Olympic Health and Safety: Record Breakers

When the most dangerous thing associated with a programme employing 12,000 staff and involving 80 million man hours over five years is a sandcastle, you know you’ve done a good job in terms of health and safety. While the 13 ft-by-6.5 ft sand sculpture on Weymouth beach – built to mark 100 days to go until the Games in April – had to be knocked down for health and safety reasons, the rest of the structures back in east London were standing firm. The London 2012 Olympics continue to be hailed as exemplar – the greenest, the fastest and, perhaps most importantly, the safest.


Over the 80 million hours worked on the big build, there has been an accident frequency rate (AFR) of just 0.15 and the AFR over the last 12 months has been 0.1 – the industry average is 3.4. And for the first time in Olympic construction history there has not been a fatality, a feat recognised last month by the Royal Society for the Prevention of Accidents (ROSPA), which presented the Olympic Delivery Authority (ODA) with an award for completing the big build without a single death.

I hope firms look at our reports and learn from them. I don’t want them to praise us blindly and not apply the lessons

Lawrence Waterman, ODA

These impressive statistics – particularly on a huge scheme spread over a 500-acre site and a five-year time period – are in stark contrast to the industry norm.

A Health and Safety Executive (HSE) report published in January 2012 said that 50 workers were killed in the construction industry over the 12 months from March 2011. This is the highest number of deaths across any industrial sector and an increase from 41 deaths in construction in the previous year.


It’s clear more needs to be done to protect the UK’s construction workers on site, and many are holding the Olympics up as a shining example of what can be achieved.

Lawrence Waterman, head of health and safety at the ODA, said: “I hope this project will contribute to the next generation of development in construction by showing how we can be slicker, leaner and safer.”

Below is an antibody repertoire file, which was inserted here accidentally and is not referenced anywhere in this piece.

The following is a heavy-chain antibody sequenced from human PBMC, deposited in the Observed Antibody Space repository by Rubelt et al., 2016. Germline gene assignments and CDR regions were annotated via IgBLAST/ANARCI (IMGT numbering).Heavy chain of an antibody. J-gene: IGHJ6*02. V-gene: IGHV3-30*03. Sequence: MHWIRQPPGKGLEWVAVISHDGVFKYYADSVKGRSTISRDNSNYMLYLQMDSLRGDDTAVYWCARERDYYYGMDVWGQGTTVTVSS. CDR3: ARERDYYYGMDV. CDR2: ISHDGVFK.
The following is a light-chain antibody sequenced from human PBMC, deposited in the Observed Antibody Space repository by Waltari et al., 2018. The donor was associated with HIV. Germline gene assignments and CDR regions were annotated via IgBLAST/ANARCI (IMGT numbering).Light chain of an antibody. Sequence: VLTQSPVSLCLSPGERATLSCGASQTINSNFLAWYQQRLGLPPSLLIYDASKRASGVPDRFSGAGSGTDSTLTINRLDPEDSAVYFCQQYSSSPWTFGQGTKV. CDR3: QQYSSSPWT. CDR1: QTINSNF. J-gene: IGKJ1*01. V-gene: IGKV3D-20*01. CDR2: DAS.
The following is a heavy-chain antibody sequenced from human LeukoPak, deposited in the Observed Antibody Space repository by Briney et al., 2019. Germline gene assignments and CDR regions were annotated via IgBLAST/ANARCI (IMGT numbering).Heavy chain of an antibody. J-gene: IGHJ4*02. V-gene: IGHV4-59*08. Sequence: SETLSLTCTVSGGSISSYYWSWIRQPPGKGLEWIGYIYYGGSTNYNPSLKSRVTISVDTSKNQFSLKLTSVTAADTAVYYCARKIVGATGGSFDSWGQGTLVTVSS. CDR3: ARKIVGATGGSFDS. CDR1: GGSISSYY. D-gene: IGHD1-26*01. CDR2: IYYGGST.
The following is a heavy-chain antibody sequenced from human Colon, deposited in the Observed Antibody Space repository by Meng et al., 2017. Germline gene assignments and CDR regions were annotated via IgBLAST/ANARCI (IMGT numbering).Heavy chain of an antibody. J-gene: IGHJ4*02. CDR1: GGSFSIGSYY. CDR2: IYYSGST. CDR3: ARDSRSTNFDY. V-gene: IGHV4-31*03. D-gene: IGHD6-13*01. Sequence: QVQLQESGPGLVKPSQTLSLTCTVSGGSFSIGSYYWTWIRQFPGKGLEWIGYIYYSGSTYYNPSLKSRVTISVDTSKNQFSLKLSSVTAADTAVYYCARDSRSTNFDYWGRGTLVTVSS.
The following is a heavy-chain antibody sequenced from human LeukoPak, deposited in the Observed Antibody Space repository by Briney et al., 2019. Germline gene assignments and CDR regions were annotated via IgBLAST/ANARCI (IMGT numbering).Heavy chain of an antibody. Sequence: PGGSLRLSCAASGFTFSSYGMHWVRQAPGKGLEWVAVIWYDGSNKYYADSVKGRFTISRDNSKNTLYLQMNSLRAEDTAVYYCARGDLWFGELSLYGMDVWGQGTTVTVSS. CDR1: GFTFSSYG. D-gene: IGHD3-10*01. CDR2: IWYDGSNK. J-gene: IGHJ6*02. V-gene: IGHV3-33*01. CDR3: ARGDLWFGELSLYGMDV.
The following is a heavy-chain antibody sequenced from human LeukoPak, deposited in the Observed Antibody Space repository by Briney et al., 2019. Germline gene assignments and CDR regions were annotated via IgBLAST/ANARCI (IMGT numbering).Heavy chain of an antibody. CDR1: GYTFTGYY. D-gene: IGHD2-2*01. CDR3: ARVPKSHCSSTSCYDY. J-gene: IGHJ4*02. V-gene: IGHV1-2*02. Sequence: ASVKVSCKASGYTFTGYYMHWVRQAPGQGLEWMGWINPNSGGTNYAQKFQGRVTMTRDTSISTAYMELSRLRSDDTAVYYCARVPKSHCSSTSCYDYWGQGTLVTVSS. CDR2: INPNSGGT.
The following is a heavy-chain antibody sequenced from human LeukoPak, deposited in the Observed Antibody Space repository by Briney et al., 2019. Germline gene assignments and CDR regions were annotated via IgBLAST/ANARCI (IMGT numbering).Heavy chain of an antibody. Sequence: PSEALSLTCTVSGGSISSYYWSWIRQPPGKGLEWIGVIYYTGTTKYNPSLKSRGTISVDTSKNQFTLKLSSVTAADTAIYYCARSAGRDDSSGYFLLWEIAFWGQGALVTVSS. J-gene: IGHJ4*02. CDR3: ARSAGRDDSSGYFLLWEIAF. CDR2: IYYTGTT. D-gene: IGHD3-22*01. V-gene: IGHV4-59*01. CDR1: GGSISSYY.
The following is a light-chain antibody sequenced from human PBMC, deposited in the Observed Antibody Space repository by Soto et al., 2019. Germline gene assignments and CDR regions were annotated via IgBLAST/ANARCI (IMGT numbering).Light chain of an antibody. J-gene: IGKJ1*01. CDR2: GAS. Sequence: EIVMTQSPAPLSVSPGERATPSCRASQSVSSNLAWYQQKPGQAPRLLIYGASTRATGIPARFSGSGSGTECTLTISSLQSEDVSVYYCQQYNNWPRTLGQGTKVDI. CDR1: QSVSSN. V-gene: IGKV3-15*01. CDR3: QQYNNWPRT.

But there are questions over whether this is realistic or whether the “Olympic Effect” drove the impressive health and safety figures rather, than a repeatable system. The Olympics has been in the public eye more than any other scheme in the UK for decades and there have been commitments to be upheld to the government and the International Olympic Committee (IOC) which are likely to have resulted in more attention being paid to health and safety on this project than is usual.

Despite the strong evidence that this increased attention resulted in a glowing health and safety record, the concern is that the time and money might not always be readily given over by clients and contractors on future projects that have tighter budgets and less profile.

“I would hope that companies will look at our reports and actually learn from our success,” says Waterman. “I don’t want people to blindly praise us and not apply the lessons.”

But with the Construction Clients Group (CCG) already in talks with major firms – especially those in the nuclear sector who are most likely to be developing and building on a large scale soon – to ensure the lessons are not lost, the hope is that the Olympic record will live on and make a difference.

Here we consider just how the ODA and its delivery partner CLM ensured that the London 2012 big build was the safest in Olympic history, and whether the rest of the industry is ready to meet the new, high bar that has been set.

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